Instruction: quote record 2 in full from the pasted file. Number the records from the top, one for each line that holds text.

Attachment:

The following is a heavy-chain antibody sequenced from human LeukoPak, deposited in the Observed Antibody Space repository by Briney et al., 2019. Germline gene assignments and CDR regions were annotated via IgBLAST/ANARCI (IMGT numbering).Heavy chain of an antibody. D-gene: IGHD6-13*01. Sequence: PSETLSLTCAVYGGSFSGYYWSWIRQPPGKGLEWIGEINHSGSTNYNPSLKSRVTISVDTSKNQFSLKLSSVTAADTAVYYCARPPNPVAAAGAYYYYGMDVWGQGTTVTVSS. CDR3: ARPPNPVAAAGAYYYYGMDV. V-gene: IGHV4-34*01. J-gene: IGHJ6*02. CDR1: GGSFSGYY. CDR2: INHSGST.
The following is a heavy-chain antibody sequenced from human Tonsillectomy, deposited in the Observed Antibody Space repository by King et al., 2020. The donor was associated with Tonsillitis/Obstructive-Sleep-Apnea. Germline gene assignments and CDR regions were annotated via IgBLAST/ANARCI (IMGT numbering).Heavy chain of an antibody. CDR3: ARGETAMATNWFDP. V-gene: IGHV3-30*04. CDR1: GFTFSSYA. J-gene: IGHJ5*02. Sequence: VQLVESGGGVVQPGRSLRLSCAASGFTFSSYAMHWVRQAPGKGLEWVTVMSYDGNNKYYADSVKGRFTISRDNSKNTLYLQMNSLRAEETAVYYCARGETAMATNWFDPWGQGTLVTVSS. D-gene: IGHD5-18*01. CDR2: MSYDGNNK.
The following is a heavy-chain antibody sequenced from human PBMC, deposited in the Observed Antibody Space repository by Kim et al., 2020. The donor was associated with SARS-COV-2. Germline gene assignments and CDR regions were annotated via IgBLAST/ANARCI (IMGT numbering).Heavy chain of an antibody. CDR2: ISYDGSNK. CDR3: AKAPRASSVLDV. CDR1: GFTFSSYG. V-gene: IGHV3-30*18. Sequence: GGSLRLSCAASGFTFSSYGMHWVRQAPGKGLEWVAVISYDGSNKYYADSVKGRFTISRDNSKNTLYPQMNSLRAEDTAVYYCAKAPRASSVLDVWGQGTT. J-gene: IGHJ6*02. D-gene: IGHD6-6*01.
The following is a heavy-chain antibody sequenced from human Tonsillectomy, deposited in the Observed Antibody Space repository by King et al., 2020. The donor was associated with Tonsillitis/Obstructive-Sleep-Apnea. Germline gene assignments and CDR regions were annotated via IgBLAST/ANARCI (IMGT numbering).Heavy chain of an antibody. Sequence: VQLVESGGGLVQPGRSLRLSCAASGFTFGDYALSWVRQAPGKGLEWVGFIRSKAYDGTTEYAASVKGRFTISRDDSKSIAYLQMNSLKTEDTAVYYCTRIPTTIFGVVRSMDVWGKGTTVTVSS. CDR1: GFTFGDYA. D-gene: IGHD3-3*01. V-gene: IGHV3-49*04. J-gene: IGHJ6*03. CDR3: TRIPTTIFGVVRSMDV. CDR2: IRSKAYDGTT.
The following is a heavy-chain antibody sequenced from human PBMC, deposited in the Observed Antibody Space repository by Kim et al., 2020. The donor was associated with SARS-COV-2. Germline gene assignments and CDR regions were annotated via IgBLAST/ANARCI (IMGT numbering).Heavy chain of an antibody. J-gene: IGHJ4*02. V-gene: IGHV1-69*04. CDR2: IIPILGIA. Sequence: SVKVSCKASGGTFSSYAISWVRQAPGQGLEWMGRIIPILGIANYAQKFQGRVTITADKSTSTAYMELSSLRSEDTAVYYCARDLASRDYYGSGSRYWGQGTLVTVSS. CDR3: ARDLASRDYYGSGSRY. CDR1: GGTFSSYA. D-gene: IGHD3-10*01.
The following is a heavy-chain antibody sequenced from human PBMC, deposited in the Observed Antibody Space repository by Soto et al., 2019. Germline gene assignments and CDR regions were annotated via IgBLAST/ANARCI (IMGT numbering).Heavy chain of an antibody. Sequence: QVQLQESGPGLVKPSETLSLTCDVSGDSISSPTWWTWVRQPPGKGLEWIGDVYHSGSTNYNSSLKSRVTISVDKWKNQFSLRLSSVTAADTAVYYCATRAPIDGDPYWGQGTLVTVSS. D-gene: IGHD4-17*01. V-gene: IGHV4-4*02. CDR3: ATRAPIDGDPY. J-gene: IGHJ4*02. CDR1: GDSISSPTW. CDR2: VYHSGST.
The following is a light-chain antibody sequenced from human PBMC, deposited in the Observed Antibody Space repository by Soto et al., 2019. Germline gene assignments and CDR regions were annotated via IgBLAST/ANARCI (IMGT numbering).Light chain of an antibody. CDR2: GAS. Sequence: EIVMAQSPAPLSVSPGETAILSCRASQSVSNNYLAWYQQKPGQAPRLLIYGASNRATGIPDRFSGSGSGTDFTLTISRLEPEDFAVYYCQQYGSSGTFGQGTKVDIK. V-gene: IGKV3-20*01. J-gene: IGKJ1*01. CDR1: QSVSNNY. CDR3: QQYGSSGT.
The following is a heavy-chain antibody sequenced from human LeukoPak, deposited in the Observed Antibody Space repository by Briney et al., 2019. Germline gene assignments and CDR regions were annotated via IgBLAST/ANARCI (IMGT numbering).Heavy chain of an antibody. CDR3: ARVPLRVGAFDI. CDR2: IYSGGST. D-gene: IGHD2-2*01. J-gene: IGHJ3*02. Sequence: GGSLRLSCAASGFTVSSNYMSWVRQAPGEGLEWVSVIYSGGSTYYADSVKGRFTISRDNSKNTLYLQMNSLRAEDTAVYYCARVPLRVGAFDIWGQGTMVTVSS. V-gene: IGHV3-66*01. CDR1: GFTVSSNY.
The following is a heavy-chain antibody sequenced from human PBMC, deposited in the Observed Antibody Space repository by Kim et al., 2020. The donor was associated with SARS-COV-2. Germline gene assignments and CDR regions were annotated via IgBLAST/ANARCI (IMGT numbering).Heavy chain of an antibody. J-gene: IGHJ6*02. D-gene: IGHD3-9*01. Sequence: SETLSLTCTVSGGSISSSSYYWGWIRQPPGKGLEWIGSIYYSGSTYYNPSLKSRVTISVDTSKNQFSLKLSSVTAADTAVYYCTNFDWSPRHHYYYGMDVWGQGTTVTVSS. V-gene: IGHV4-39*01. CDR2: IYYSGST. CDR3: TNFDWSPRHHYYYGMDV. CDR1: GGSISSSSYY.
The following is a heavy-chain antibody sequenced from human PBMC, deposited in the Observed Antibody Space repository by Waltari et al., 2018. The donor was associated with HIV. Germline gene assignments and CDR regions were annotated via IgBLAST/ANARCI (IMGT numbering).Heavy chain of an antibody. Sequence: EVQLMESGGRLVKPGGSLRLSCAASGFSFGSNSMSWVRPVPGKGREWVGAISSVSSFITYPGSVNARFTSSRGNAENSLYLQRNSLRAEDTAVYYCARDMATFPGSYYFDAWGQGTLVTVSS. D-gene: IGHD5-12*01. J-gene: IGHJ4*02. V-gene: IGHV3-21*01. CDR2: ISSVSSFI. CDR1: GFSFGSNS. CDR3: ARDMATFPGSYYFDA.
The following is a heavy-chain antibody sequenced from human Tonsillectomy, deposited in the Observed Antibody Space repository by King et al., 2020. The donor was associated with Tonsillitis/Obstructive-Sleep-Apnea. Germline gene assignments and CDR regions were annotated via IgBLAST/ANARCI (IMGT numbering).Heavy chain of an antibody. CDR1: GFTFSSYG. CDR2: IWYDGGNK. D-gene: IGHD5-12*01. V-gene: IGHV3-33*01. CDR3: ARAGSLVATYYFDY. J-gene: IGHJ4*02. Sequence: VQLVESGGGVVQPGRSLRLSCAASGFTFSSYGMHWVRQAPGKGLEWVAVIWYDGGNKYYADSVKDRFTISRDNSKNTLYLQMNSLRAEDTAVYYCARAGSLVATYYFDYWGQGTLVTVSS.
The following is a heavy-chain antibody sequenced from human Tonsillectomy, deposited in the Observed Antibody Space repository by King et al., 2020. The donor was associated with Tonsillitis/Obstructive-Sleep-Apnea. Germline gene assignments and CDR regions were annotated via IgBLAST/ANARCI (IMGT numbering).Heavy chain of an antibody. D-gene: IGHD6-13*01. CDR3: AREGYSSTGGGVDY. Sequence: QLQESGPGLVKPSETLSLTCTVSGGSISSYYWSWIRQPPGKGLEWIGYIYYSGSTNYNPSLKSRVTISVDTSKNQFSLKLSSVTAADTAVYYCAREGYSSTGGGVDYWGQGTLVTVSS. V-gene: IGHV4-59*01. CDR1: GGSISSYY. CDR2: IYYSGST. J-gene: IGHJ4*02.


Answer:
The following is a heavy-chain antibody sequenced from human Tonsillectomy, deposited in the Observed Antibody Space repository by King et al., 2020. The donor was associated with Tonsillitis/Obstructive-Sleep-Apnea. Germline gene assignments and CDR regions were annotated via IgBLAST/ANARCI (IMGT numbering).Heavy chain of an antibody. CDR3: ARGETAMATNWFDP. V-gene: IGHV3-30*04. CDR1: GFTFSSYA. J-gene: IGHJ5*02. Sequence: VQLVESGGGVVQPGRSLRLSCAASGFTFSSYAMHWVRQAPGKGLEWVTVMSYDGNNKYYADSVKGRFTISRDNSKNTLYLQMNSLRAEETAVYYCARGETAMATNWFDPWGQGTLVTVSS. D-gene: IGHD5-18*01. CDR2: MSYDGNNK.